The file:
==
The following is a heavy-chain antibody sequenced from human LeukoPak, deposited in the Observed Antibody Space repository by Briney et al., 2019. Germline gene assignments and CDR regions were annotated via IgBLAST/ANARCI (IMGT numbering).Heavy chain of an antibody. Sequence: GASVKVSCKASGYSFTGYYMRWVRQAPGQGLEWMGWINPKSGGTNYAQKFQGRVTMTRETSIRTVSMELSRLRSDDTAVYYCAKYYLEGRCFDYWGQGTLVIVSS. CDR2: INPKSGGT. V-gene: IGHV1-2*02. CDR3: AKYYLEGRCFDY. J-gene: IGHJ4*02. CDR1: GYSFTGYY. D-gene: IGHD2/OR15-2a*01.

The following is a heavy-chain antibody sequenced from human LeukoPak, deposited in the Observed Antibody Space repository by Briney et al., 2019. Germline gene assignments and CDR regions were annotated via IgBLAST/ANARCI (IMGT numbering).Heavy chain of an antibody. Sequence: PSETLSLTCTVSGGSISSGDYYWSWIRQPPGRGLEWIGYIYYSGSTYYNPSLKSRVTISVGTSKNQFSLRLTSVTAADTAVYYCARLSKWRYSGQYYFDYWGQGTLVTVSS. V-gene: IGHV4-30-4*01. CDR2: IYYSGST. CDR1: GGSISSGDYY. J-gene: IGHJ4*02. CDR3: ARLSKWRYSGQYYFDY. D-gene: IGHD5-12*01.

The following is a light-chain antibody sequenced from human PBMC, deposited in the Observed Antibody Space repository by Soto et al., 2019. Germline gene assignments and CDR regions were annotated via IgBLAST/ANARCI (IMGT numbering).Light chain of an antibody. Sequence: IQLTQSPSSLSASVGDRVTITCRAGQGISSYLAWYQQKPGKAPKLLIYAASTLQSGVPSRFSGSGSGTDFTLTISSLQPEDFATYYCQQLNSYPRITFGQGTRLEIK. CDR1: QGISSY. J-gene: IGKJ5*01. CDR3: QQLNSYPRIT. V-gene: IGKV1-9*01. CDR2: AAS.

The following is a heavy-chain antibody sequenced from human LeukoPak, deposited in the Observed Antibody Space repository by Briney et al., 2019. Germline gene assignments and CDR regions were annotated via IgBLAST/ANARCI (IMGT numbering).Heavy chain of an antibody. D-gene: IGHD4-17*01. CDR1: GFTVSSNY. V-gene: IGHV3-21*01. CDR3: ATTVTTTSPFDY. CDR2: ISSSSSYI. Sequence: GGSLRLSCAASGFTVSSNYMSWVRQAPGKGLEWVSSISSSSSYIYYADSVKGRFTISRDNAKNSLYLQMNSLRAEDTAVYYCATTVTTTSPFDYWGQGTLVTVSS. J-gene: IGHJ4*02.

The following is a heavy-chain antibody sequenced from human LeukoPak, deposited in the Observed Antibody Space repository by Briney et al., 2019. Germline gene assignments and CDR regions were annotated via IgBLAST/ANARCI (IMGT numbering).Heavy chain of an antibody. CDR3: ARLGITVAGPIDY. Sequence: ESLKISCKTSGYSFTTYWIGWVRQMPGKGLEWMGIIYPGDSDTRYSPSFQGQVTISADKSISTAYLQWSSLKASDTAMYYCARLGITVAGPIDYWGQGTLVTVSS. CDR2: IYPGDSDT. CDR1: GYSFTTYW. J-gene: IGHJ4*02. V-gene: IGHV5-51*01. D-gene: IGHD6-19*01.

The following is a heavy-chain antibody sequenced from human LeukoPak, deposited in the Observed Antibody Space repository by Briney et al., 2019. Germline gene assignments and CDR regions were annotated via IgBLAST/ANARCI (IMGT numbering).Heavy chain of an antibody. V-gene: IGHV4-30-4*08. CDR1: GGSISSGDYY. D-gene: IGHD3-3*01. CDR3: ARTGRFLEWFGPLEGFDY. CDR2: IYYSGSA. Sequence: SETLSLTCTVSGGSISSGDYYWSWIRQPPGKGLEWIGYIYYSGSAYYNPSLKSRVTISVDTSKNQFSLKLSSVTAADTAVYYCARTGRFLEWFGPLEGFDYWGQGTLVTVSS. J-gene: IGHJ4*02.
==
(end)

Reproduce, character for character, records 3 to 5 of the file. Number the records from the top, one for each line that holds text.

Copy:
The following is a light-chain antibody sequenced from human PBMC, deposited in the Observed Antibody Space repository by Soto et al., 2019. Germline gene assignments and CDR regions were annotated via IgBLAST/ANARCI (IMGT numbering).Light chain of an antibody. Sequence: IQLTQSPSSLSASVGDRVTITCRAGQGISSYLAWYQQKPGKAPKLLIYAASTLQSGVPSRFSGSGSGTDFTLTISSLQPEDFATYYCQQLNSYPRITFGQGTRLEIK. CDR1: QGISSY. J-gene: IGKJ5*01. CDR3: QQLNSYPRIT. V-gene: IGKV1-9*01. CDR2: AAS.

The following is a heavy-chain antibody sequenced from human LeukoPak, deposited in the Observed Antibody Space repository by Briney et al., 2019. Germline gene assignments and CDR regions were annotated via IgBLAST/ANARCI (IMGT numbering).Heavy chain of an antibody. D-gene: IGHD4-17*01. CDR1: GFTVSSNY. V-gene: IGHV3-21*01. CDR3: ATTVTTTSPFDY. CDR2: ISSSSSYI. Sequence: GGSLRLSCAASGFTVSSNYMSWVRQAPGKGLEWVSSISSSSSYIYYADSVKGRFTISRDNAKNSLYLQMNSLRAEDTAVYYCATTVTTTSPFDYWGQGTLVTVSS. J-gene: IGHJ4*02.

The following is a heavy-chain antibody sequenced from human LeukoPak, deposited in the Observed Antibody Space repository by Briney et al., 2019. Germline gene assignments and CDR regions were annotated via IgBLAST/ANARCI (IMGT numbering).Heavy chain of an antibody. CDR3: ARLGITVAGPIDY. Sequence: ESLKISCKTSGYSFTTYWIGWVRQMPGKGLEWMGIIYPGDSDTRYSPSFQGQVTISADKSISTAYLQWSSLKASDTAMYYCARLGITVAGPIDYWGQGTLVTVSS. CDR2: IYPGDSDT. CDR1: GYSFTTYW. J-gene: IGHJ4*02. V-gene: IGHV5-51*01. D-gene: IGHD6-19*01.